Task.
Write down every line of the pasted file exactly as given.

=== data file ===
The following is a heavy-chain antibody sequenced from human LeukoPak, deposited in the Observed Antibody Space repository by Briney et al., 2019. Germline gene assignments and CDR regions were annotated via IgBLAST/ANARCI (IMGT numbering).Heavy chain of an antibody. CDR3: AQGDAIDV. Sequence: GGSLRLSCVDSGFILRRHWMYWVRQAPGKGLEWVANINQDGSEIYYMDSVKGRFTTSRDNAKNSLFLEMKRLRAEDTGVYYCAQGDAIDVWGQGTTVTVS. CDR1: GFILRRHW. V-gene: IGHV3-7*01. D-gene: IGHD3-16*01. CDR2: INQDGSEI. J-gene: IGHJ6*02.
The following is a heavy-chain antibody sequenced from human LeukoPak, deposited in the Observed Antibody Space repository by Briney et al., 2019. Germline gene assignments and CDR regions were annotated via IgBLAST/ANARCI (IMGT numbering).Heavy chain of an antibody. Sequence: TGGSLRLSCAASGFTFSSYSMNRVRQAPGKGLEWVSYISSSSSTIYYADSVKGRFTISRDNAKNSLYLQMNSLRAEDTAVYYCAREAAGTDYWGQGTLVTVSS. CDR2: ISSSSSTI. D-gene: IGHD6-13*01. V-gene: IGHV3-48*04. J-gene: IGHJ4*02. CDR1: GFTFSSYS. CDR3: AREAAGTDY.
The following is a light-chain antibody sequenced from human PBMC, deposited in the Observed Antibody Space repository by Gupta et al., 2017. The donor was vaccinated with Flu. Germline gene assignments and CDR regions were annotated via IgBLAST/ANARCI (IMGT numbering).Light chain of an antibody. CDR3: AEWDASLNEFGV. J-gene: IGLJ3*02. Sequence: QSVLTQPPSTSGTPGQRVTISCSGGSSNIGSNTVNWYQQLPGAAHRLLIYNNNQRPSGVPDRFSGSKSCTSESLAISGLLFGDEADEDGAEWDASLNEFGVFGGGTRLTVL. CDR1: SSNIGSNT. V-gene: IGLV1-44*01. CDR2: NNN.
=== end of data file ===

The following is a heavy-chain antibody sequenced from human LeukoPak, deposited in the Observed Antibody Space repository by Briney et al., 2019. Germline gene assignments and CDR regions were annotated via IgBLAST/ANARCI (IMGT numbering).Heavy chain of an antibody. CDR3: AQGDAIDV. Sequence: GGSLRLSCVDSGFILRRHWMYWVRQAPGKGLEWVANINQDGSEIYYMDSVKGRFTTSRDNAKNSLFLEMKRLRAEDTGVYYCAQGDAIDVWGQGTTVTVS. CDR1: GFILRRHW. V-gene: IGHV3-7*01. D-gene: IGHD3-16*01. CDR2: INQDGSEI. J-gene: IGHJ6*02.
The following is a heavy-chain antibody sequenced from human LeukoPak, deposited in the Observed Antibody Space repository by Briney et al., 2019. Germline gene assignments and CDR regions were annotated via IgBLAST/ANARCI (IMGT numbering).Heavy chain of an antibody. Sequence: TGGSLRLSCAASGFTFSSYSMNRVRQAPGKGLEWVSYISSSSSTIYYADSVKGRFTISRDNAKNSLYLQMNSLRAEDTAVYYCAREAAGTDYWGQGTLVTVSS. CDR2: ISSSSSTI. D-gene: IGHD6-13*01. V-gene: IGHV3-48*04. J-gene: IGHJ4*02. CDR1: GFTFSSYS. CDR3: AREAAGTDY.
The following is a light-chain antibody sequenced from human PBMC, deposited in the Observed Antibody Space repository by Gupta et al., 2017. The donor was vaccinated with Flu. Germline gene assignments and CDR regions were annotated via IgBLAST/ANARCI (IMGT numbering).Light chain of an antibody. CDR3: AEWDASLNEFGV. J-gene: IGLJ3*02. Sequence: QSVLTQPPSTSGTPGQRVTISCSGGSSNIGSNTVNWYQQLPGAAHRLLIYNNNQRPSGVPDRFSGSKSCTSESLAISGLLFGDEADEDGAEWDASLNEFGVFGGGTRLTVL. CDR1: SSNIGSNT. V-gene: IGLV1-44*01. CDR2: NNN.